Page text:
Appeal to pity

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(Redirected from Argument ad misericordiam)

An appeal to pity (also called argumentum ad misericordiam, the sob story, or the Galileo argument)[1][2] is a fallacy in which someone tries to win support for an argument or idea by exploiting one's opponent's feelings of pity or guilt. It is a specific kind of appeal to emotion. The name "Galileo argument" refers to the scientist's suffering as a result of his house arrest by the Inquisition.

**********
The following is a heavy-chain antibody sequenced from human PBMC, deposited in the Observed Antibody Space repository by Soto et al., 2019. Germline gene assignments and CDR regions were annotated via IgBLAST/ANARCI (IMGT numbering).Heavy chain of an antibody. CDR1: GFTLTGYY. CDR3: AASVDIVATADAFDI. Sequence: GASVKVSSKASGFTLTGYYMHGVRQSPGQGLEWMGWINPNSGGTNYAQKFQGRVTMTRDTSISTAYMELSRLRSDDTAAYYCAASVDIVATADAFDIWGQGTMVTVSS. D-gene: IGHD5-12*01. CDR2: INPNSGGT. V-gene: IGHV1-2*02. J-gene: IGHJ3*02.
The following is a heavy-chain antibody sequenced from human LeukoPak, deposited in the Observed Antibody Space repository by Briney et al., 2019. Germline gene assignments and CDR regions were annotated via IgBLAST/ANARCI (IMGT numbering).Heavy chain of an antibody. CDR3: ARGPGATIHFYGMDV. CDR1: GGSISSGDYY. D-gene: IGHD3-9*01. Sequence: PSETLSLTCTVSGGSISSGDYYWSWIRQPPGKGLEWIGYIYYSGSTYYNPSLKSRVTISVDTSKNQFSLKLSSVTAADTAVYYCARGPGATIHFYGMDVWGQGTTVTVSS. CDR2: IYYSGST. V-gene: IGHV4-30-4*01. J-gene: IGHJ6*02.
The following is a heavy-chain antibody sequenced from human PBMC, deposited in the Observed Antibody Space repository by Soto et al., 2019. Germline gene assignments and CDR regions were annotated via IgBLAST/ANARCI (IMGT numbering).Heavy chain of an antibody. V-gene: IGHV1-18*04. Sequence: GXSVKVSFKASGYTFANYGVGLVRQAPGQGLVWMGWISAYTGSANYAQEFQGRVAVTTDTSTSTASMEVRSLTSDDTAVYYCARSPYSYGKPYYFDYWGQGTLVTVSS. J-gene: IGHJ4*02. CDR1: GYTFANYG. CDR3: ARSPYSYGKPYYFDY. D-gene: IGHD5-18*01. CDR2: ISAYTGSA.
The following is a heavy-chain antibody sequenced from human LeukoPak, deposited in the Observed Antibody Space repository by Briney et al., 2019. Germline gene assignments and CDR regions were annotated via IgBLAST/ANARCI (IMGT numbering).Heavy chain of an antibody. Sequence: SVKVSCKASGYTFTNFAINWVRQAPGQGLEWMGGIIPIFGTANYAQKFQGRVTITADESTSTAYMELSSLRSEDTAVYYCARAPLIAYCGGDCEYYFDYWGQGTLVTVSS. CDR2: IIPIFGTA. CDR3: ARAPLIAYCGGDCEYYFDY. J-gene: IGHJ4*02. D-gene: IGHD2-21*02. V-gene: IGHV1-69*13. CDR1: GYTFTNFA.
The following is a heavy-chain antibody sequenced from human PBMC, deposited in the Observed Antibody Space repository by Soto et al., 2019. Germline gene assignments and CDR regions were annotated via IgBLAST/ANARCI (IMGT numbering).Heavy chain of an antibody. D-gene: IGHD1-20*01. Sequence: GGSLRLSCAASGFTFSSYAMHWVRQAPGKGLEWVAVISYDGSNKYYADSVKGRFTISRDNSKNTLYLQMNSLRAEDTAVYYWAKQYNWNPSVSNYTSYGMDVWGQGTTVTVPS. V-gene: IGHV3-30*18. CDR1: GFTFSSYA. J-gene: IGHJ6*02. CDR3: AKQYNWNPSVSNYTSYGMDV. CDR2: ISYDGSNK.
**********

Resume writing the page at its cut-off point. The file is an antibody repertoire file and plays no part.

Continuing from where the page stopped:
• "You must have graded my exam incorrectly. I studied very hard for weeks specifically because I knew my career depended on getting a good grade. If you give me a failing grade I'm ruined!"
  • "Ladies and gentlemen of the jury, look at this miserable man, in a wheelchair, unable to use his legs. Could such a man really be guilty of embezzlement?"

See also[edit]


  1. ^ "Appeal to Pity".
  2. ^ "Appeal to Pity (the Galileo Argument)". Archived from the original on 29 November 2013. Retrieved 6 October 2012.